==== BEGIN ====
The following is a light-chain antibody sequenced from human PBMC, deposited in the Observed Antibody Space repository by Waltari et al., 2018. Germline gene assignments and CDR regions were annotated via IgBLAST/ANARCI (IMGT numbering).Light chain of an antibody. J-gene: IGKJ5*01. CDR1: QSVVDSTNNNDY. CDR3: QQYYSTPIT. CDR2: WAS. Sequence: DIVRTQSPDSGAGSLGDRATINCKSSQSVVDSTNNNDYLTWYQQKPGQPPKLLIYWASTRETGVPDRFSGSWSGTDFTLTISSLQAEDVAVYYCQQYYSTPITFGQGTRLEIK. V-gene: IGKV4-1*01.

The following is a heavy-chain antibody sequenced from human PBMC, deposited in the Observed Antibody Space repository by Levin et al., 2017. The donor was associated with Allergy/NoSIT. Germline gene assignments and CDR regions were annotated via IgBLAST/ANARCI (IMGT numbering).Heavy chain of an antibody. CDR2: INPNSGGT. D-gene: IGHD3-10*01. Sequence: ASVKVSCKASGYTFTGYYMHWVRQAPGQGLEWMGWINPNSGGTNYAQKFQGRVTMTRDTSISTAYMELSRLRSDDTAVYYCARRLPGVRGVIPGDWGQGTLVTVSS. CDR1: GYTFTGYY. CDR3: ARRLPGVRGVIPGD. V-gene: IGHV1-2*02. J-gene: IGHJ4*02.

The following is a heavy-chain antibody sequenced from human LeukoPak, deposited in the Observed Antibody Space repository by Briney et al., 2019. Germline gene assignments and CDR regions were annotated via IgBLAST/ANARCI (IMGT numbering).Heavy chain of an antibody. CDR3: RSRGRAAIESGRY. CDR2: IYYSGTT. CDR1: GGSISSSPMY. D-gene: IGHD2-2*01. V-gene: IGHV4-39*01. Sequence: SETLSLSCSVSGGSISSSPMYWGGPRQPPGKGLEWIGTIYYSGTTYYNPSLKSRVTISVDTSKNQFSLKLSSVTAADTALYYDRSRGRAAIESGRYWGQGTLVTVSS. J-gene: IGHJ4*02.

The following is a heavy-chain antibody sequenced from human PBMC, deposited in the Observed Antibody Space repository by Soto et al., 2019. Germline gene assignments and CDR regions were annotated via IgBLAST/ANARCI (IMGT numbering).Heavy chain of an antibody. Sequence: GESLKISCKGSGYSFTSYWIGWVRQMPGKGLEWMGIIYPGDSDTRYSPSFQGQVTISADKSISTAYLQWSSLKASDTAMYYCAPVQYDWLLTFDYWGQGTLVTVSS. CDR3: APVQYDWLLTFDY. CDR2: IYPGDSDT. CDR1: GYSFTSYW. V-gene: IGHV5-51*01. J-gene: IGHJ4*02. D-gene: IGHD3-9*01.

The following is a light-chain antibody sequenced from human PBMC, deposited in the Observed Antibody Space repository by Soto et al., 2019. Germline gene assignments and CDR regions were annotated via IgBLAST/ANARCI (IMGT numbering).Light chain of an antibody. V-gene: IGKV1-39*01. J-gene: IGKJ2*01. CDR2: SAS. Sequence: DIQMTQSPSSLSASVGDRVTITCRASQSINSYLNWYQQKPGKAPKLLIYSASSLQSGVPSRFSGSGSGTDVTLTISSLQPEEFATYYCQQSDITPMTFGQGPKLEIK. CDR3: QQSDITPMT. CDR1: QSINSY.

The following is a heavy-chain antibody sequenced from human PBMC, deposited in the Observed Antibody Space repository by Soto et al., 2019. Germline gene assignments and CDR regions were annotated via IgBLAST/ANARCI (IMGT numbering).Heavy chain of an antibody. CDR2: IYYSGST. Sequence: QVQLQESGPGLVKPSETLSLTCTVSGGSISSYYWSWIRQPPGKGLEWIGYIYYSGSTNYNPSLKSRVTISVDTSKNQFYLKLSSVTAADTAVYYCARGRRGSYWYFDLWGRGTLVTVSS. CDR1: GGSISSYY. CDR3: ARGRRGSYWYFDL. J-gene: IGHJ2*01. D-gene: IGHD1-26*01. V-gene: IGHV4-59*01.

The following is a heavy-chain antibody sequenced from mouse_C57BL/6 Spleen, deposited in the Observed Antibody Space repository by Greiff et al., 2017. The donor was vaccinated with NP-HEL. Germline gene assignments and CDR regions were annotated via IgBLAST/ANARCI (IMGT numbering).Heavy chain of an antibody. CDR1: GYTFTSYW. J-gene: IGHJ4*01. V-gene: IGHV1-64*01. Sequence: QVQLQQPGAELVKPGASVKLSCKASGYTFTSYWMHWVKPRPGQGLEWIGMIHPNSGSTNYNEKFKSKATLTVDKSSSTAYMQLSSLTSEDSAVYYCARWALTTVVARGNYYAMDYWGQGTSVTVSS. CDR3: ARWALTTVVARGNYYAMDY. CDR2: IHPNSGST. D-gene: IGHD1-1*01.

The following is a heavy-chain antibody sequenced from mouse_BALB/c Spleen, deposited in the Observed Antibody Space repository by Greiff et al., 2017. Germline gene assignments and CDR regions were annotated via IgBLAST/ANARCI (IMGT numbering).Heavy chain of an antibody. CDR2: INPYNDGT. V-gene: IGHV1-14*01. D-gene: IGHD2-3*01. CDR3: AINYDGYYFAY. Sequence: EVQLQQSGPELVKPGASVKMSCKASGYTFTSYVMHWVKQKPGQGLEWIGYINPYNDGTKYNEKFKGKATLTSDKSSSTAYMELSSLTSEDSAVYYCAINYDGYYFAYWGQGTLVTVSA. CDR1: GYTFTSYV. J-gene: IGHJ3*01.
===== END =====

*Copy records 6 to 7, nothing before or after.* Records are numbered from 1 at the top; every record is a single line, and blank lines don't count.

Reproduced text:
The following is a heavy-chain antibody sequenced from human PBMC, deposited in the Observed Antibody Space repository by Soto et al., 2019. Germline gene assignments and CDR regions were annotated via IgBLAST/ANARCI (IMGT numbering).Heavy chain of an antibody. CDR2: IYYSGST. Sequence: QVQLQESGPGLVKPSETLSLTCTVSGGSISSYYWSWIRQPPGKGLEWIGYIYYSGSTNYNPSLKSRVTISVDTSKNQFYLKLSSVTAADTAVYYCARGRRGSYWYFDLWGRGTLVTVSS. CDR1: GGSISSYY. CDR3: ARGRRGSYWYFDL. J-gene: IGHJ2*01. D-gene: IGHD1-26*01. V-gene: IGHV4-59*01.

The following is a heavy-chain antibody sequenced from mouse_C57BL/6 Spleen, deposited in the Observed Antibody Space repository by Greiff et al., 2017. The donor was vaccinated with NP-HEL. Germline gene assignments and CDR regions were annotated via IgBLAST/ANARCI (IMGT numbering).Heavy chain of an antibody. CDR1: GYTFTSYW. J-gene: IGHJ4*01. V-gene: IGHV1-64*01. Sequence: QVQLQQPGAELVKPGASVKLSCKASGYTFTSYWMHWVKPRPGQGLEWIGMIHPNSGSTNYNEKFKSKATLTVDKSSSTAYMQLSSLTSEDSAVYYCARWALTTVVARGNYYAMDYWGQGTSVTVSS. CDR3: ARWALTTVVARGNYYAMDY. CDR2: IHPNSGST. D-gene: IGHD1-1*01.